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Test of asthma control for youngsters introduced

Wed Oct 12, 2005 

By Larry Schuster

WASHINGTON (Reuters Health) - At the annual meeting of the American Academy of Pediatrics this week, a seven-item asthma control questionnaire that identifies children 4 years old to 11 who have poorly controlled asthma was unveiled.

Called the Childhood Asthma Control Test, or Childhood ACT, it is designed for use in a pediatrician's office and asks young children, with a caregiver's guidance, to respond to four of the questions, while the caregiver is asked to respond to three questions. It was developed by a working group of pediatric specialists in asthma and immunology, and sponsored by GlaxoSmithKline.

It complements a similar test already available for children 12 years or older that is supported by the American Lung Association, said Dr. Bradley E. Chipps, medical director of respiratory therapy, Sutter Medical Center, Sacramento, California, and co-author of the Childhood ACT validation study.

The researchers developed the test based on a trial of a 21-item questionnaire administered to 344 patients with asthma and their caregivers in nine specialist clinics in the United States. The results of the questionnaire were compared to specialists' ratings of asthma control based on patient history and spirometry -- a quick, simple lung function test performed in the doctor's office.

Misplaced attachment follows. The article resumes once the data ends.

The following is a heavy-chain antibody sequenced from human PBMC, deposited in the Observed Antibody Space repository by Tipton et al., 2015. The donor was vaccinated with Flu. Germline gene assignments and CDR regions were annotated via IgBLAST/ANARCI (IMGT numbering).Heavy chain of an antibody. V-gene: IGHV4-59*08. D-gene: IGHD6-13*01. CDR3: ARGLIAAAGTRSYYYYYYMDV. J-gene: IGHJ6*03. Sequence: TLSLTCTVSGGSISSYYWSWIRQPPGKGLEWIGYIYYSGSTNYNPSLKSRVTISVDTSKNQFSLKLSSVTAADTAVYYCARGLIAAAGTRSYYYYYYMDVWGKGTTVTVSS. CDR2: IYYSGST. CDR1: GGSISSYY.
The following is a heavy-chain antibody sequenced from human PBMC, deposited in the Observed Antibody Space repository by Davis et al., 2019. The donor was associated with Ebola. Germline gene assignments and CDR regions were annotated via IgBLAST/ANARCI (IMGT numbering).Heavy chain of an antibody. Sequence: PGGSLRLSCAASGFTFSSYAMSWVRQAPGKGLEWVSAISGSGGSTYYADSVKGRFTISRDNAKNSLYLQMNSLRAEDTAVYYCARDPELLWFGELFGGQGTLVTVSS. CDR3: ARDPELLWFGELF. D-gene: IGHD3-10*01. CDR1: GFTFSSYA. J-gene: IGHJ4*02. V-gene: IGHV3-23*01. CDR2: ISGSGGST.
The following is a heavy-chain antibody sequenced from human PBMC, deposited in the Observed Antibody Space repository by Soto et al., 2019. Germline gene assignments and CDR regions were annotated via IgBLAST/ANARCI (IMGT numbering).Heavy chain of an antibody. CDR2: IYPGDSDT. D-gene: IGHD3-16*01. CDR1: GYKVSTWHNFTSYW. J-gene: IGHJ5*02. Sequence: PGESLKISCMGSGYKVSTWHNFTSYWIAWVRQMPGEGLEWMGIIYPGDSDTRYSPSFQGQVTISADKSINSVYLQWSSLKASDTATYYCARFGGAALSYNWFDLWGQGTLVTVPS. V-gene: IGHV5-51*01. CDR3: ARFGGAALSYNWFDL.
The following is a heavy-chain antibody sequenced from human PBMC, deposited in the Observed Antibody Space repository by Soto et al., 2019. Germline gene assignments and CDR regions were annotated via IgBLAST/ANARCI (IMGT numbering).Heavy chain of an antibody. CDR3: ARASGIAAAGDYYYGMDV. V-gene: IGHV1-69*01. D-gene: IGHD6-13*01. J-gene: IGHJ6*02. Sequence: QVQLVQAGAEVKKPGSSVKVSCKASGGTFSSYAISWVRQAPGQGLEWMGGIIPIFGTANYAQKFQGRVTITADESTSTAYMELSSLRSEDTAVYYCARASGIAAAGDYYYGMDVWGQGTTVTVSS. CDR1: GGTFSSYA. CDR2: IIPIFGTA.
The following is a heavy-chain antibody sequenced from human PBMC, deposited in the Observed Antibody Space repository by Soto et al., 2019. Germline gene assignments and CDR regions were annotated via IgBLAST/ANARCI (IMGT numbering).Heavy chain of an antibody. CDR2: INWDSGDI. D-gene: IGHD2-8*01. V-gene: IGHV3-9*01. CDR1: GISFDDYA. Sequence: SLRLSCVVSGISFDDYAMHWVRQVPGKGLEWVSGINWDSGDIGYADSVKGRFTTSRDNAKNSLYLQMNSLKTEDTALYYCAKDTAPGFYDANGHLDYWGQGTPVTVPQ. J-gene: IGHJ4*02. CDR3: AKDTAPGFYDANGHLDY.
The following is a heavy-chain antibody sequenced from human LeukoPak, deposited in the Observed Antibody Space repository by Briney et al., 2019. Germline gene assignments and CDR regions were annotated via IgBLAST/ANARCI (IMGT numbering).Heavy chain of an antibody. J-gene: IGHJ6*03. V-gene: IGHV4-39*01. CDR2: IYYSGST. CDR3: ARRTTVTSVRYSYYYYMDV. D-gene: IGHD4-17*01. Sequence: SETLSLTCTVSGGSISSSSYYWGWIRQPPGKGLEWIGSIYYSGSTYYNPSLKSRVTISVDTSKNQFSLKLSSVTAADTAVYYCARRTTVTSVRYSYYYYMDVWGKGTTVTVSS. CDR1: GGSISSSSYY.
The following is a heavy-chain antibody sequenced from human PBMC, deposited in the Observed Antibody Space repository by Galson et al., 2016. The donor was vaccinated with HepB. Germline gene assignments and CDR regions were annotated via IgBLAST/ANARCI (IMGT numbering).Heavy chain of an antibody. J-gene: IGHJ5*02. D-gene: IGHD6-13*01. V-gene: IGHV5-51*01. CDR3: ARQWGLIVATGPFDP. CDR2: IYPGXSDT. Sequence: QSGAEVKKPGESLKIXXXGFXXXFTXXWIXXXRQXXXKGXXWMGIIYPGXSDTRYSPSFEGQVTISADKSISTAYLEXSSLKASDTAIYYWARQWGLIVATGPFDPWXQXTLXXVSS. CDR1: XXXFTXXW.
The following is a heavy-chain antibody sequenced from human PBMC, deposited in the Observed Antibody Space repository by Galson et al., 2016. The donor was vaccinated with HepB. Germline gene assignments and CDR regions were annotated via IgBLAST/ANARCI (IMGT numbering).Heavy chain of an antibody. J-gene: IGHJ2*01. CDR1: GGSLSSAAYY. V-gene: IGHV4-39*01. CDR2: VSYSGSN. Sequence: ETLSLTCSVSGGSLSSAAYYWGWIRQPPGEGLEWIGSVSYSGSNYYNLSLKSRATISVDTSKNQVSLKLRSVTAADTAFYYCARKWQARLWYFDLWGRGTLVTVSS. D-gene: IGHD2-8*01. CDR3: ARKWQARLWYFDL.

The researchers were able to reduce the 21 items to the seven items best able to discriminate a child's asthma control status.

In responding to the questionnaire, for each of four items, the child selects answers that range from a sad face to a smiley face, to indicate the level of impact their asthma is having on their life.

The children are asked:

--How is your asthma today?

--How much of a problem is your asthma when you run, exercise or play sports?

--Do you cough because of your asthma?

--Do you wake up during the night because of your asthma? 

The caregiver is asked questions on the impact of the child's asthma during the last for weeks, including:

--How many days per month did your child have any daytime asthma symptoms?

--How many days per month did your child wheeze during the day because of asthma?

--How many days per month did your child wake up during the night because of asthma?

According to the team, a score of 19 or less (in a scoring range of 0-27) identified poorly controlled asthma.

In a "validation" study, researchers found that the Childhood ACT scores discriminated between groups of children differing in the specialists' rating of asthma control, the need for change in therapy, and the percentage predicted FEV1 -- a widely used test that measures the amount of air a person can forcefully exhale over the course of 1 second.

Dr. Todd A. Mahr, of La Cross, Wisconsin, another author on the validation study, said of the earlier test for older children, it was "very good" for screening somebody who did not have asthma under control. "The problem is we needed one for the 4-to-11 year old age group." The new tool appears to fit the bill.


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